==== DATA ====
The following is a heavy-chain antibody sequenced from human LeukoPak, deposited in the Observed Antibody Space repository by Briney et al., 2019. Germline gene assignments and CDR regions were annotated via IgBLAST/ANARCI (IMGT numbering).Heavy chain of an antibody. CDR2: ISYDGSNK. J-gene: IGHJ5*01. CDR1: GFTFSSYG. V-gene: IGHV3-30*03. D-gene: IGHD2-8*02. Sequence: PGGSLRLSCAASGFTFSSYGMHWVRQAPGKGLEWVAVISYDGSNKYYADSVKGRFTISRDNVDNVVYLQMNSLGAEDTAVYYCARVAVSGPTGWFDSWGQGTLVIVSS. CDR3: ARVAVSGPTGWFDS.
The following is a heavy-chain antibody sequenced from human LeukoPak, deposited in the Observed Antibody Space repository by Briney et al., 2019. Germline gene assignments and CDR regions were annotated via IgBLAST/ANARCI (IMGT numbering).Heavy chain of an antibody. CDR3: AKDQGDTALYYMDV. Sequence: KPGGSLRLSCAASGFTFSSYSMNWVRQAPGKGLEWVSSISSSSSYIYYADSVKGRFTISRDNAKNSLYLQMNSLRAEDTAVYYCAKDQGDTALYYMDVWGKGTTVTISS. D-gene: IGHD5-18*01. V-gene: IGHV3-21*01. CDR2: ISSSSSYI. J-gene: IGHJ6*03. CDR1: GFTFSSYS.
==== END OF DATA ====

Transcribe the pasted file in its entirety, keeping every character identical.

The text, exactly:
The following is a heavy-chain antibody sequenced from human LeukoPak, deposited in the Observed Antibody Space repository by Briney et al., 2019. Germline gene assignments and CDR regions were annotated via IgBLAST/ANARCI (IMGT numbering).Heavy chain of an antibody. CDR2: ISYDGSNK. J-gene: IGHJ5*01. CDR1: GFTFSSYG. V-gene: IGHV3-30*03. D-gene: IGHD2-8*02. Sequence: PGGSLRLSCAASGFTFSSYGMHWVRQAPGKGLEWVAVISYDGSNKYYADSVKGRFTISRDNVDNVVYLQMNSLGAEDTAVYYCARVAVSGPTGWFDSWGQGTLVIVSS. CDR3: ARVAVSGPTGWFDS.
The following is a heavy-chain antibody sequenced from human LeukoPak, deposited in the Observed Antibody Space repository by Briney et al., 2019. Germline gene assignments and CDR regions were annotated via IgBLAST/ANARCI (IMGT numbering).Heavy chain of an antibody. CDR3: AKDQGDTALYYMDV. Sequence: KPGGSLRLSCAASGFTFSSYSMNWVRQAPGKGLEWVSSISSSSSYIYYADSVKGRFTISRDNAKNSLYLQMNSLRAEDTAVYYCAKDQGDTALYYMDVWGKGTTVTISS. D-gene: IGHD5-18*01. V-gene: IGHV3-21*01. CDR2: ISSSSSYI. J-gene: IGHJ6*03. CDR1: GFTFSSYS.